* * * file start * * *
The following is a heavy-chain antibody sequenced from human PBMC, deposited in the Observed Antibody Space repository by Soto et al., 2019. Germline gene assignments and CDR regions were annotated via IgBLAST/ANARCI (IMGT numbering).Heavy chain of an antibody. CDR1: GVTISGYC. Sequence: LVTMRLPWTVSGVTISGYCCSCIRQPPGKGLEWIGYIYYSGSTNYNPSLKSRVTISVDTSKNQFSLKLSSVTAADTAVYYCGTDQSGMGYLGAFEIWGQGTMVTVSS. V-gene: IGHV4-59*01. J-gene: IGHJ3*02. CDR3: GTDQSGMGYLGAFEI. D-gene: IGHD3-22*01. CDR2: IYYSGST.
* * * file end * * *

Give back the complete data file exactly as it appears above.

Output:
The following is a heavy-chain antibody sequenced from human PBMC, deposited in the Observed Antibody Space repository by Soto et al., 2019. Germline gene assignments and CDR regions were annotated via IgBLAST/ANARCI (IMGT numbering).Heavy chain of an antibody. CDR1: GVTISGYC. Sequence: LVTMRLPWTVSGVTISGYCCSCIRQPPGKGLEWIGYIYYSGSTNYNPSLKSRVTISVDTSKNQFSLKLSSVTAADTAVYYCGTDQSGMGYLGAFEIWGQGTMVTVSS. V-gene: IGHV4-59*01. J-gene: IGHJ3*02. CDR3: GTDQSGMGYLGAFEI. D-gene: IGHD3-22*01. CDR2: IYYSGST.